Graduating from high school, Kavous attended University in the United States where he received an undergraduate degree and two masters degrees in the 1970s. At the end of the 1970s, Kavous returned to Iran and took part in the student uprisings that ended the U.S. sponsored regime of the Shah. He took part in the liberation of government buildings in Teheran and was one of the students that liberated the Savak prisons and torture chambers. It was a horrific experience to see what had been done in these prisons and this sight affected Kavous for the rest of his life.
Following his days as a student activist, Kavous was a machine gunner in the Iran Army during the first years of the Iran/Iraq war. Wounded, he was evacuated to a hospital for treatment. During his absence, his entire combat unit was killed, making Kavous the sole survivor of that unit. He would retain a fear and horror of military weapons for the rest of his life.
Kavous enrolled at the University of Oregon in 1984 in order to obtain a PhD. During this time, he returned to Iran many times and witnessed the destruction of Iranian wildlife as military weapons and military units proliferated in Iran. These units and weapons were used to destroy the animals that Kavous loved as he grew up. He was horrified to see this utter destruction. While in Oregon, however, Kavous continued to develop his love of the outdoors and wildlife. He explored Oregon’s wild places and was an avid camper, hiker, hunter, and fisherman and was joined by friends and fellow graduate students. Kavous also brought his family, Maryam, his wife, and his two sons Ramen and Myram, to Eugene.
Upon receiving his PhD in 1991 from the University of Oregon Department of Sociology, Kavous returned to Teheran and began teaching at Immam Sadiq University, an establishment and conservative University in Iran. He taught at Immam Sadiq for over two decades. Kavous felt that his duty was to bring an awareness of and love of Iran’s wilderness and wildlife to a generation of Iranians. He believed firmly that this would promote the preservation of these elements of Iranian experience. He founded and became an executive director of the Persian Wildlife Heritage Foundation and focused on many projects including the preservation of the Asian Cheetah. There are only 50 Asian Cheetahs left in Iran and they are a revered animal. He also, at this time, helped sponsor photo/art work exhibits by Iranian artists emphasizing wildlife conservation that traveled the world. He became Iran’s foremost exponent of conservation and the value of wild places and wildlife. At this time in Iran, Kavous led large hiking groups and campers in the exploration of many wild areas of Iran. Those who experienced these adventures termed them “life changing.”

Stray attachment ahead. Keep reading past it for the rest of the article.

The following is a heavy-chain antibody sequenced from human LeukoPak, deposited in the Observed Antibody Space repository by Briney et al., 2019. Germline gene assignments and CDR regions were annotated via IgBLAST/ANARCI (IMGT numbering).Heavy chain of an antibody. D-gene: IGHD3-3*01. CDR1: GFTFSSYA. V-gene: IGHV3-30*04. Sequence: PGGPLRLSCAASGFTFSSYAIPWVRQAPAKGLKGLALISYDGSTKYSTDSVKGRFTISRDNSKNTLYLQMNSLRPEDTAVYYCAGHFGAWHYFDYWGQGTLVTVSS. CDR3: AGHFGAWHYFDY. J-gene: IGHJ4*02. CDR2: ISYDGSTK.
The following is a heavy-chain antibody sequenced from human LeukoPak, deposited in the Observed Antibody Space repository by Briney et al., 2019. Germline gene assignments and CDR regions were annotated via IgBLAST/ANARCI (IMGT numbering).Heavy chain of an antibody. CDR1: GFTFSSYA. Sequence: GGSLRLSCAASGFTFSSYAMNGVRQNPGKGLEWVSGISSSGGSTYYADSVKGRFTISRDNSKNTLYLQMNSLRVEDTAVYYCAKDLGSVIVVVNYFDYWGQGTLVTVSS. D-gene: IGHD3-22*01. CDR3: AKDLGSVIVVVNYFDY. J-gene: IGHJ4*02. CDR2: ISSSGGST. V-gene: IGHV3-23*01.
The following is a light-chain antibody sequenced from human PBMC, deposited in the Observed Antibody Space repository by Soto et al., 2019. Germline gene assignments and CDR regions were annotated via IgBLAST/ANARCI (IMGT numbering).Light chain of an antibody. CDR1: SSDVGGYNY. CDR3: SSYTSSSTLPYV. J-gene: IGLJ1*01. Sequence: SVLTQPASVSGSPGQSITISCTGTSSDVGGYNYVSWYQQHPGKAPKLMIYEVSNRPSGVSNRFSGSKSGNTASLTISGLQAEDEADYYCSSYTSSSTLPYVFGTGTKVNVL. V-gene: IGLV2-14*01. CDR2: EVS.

Kavous received a sabbatical and was resident in Lethbridge, Alberta, Canada, during the Fall and early Winter of 2017-2018 and continued his communication with his many friends in Oregon. He was unable, unfortunately, to succeed in a planned visit to Eugene in December but was able to communicate with many.
This obituary would be remiss if it did not point out that the assertion that Kavous committed suicide in prison is absurd and infuriating. Pressure has been put on his family to avoid an autopsy to determine the actual cause of death. Claims by his captors are not believed by anyone who knew Kavous at any time in his life.
On the contrary, Kavous will always be remembered by his many friends around the world as an incredibly kind and gentle man whose concern about the natural world was profound, deep, sincere and moving. He lived a simple life, in keeping with his concerns, and his service to humanity and the natural world were exemplary. He will always be remembered with deep and abiding love.
A Celebration of life will be held Feb. 24th 2-4pm at Gerlinger Lounge at the UofO.